Highs and lows of conservation
By Airman 1st Class Ian Dudley, 30th Space Wing Public Affairs
/ Published December 10, 2014
VANDENBERG AIR FORCE BASE, Calif. --
Staff Sgt. Michael Vera, 30th Security Forces Squadron conservation officer, slowly scattered corn chips on the ground leading to the entrance of the cage. Next he re-checked the spring-loaded pressure plate, ensuring that any weight would close the door and catch his quarry. When he was satisfied that both door and pressure plate were functioning, he took another handful of corn chips and tossed them into the back of the rectangular-shaped cage. When he was finished he gave a half smile and looked at the set trap.
"Raccoons like chips," he said.
On a base full of high-tech equipment housed in classified buildings, the last thing people want is a nest of raccoons moving in. The conservation team catches the animals that need relocation and release them to less occupied regions of base.
The 10-man team of conservation officers at Vandenberg cover the range on four-wheeled vehicles and four-footed mammals, ensuring security and safety for the base's human and animal residents.
"We enforce federal, state and local fish and game laws as well as enforcement of natural and cultural resource laws throughout the 99,600 acres and 43 miles of coastline," said Tech. Sgt. Brandon Mitcheltree, 30th SFS noncommissioned officer in charge of conservation. "We also protect over 2,500 archeological sites and aid state fish and wildlife officers when needed."
With the many types of hunting offered on base, such as duck, quail, deer and pig, the conservation department came up with new ways of maintaining hunter safety in the unpredictable terrain.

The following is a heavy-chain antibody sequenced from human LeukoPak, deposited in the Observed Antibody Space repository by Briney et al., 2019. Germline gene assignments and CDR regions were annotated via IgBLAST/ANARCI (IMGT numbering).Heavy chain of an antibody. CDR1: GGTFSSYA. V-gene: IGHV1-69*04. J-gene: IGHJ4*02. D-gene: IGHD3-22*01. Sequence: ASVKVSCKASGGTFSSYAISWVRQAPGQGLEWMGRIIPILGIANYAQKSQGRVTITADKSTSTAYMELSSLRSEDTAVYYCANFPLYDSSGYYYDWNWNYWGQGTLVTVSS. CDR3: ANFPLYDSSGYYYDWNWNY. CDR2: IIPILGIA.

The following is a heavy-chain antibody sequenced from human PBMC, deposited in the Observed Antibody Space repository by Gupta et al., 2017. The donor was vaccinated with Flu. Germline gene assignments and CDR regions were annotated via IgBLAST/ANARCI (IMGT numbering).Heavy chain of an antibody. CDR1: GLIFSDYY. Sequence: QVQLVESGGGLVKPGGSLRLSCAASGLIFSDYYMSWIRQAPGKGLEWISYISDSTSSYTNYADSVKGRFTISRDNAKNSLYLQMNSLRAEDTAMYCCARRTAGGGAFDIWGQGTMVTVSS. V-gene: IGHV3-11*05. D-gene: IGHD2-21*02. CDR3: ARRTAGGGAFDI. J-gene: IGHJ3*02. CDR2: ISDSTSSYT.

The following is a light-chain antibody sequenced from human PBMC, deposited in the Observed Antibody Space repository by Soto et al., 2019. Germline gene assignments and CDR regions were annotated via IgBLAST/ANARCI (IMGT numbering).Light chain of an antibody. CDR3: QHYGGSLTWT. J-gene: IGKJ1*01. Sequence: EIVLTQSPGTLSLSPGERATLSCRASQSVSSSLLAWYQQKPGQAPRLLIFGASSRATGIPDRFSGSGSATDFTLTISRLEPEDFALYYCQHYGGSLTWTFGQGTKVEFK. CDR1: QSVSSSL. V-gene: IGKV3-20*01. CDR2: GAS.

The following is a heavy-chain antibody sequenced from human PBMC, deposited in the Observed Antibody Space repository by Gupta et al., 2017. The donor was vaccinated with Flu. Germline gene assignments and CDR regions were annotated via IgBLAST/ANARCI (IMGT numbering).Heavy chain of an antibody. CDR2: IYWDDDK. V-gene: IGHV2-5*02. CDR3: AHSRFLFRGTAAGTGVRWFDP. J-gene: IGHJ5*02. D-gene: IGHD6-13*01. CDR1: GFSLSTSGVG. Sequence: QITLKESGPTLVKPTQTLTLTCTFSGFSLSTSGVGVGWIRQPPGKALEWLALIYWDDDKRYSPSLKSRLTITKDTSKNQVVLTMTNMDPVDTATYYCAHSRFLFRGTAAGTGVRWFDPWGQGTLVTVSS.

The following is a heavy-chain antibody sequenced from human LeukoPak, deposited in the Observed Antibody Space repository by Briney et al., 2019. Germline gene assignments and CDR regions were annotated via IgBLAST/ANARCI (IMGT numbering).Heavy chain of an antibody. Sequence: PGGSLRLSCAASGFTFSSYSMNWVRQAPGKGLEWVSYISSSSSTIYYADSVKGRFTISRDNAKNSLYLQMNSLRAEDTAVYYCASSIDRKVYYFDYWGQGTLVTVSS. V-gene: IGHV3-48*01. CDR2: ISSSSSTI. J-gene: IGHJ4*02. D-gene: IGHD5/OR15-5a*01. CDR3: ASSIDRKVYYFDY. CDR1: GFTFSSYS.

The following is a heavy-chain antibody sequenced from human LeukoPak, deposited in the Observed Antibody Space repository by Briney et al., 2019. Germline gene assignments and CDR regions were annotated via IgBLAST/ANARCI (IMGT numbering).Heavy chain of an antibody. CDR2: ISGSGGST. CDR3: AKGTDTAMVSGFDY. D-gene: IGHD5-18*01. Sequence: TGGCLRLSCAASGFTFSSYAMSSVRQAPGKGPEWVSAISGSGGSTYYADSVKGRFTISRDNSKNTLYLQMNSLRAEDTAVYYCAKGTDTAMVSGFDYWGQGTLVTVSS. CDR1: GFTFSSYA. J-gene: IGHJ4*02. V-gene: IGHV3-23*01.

"We have a new system for hunters where they will check out to an actual area and they have to physically come back and check in," said Vera. "If that hunter doesn't come back we know what area they are in and can set up sweeps and find them."
Aside from making sure that hunters are safe, the conservation officers provide protection for the numerous animal habitats.
"There are 18 endangered and threatened species and their habitats on base," said Mitcheltree. "One of these species everyone knows well is the Western Snowy Plover. We patrol their nesting habitat on the base beaches and have the unique opportunity to use the only active military working horse program in the Air Force for the job."
During launches, Vandenberg takes advantage of the conservation officer's terrain expertise and mobility. The team conducts area sweeps to ensure no one remains in the effected zone during a launch.
"We have the means to go virtually anywhere on base, we have the horse patrol so we can jump on horseback and get into tightly crammed areas that are inaccessible to vehicles," said Vera. "We also cut off all hunting in the vicinity of a launch 72 hours prior and make sure that there are no personnel in the area."
Roaming the hills and valleys of Vandenberg for hours on end creates for some long days. But it also allows the conservation team to meet and converse with hunters, hikers and bikers.
"Having this unique job opportunity allows us to be outdoors, interact with hunters, anglers and recreationalists," said Mitcheltree. "Our duties and responsibilities are extensive and time consuming, but we enjoy the challenges because it doesn't feel like a typical 'job'."
Vandenberg is unique for multiple reasons; the conservation team is yet another demonstration of that fact.
"Patrolling the beach on horseback is something that not a lot of people can say they do in the Air Force, especially being in security forces," said Vera. "When people ask, 'what did you do today?' I say, 'I rode a horse on the beach while I was enforcing the law'."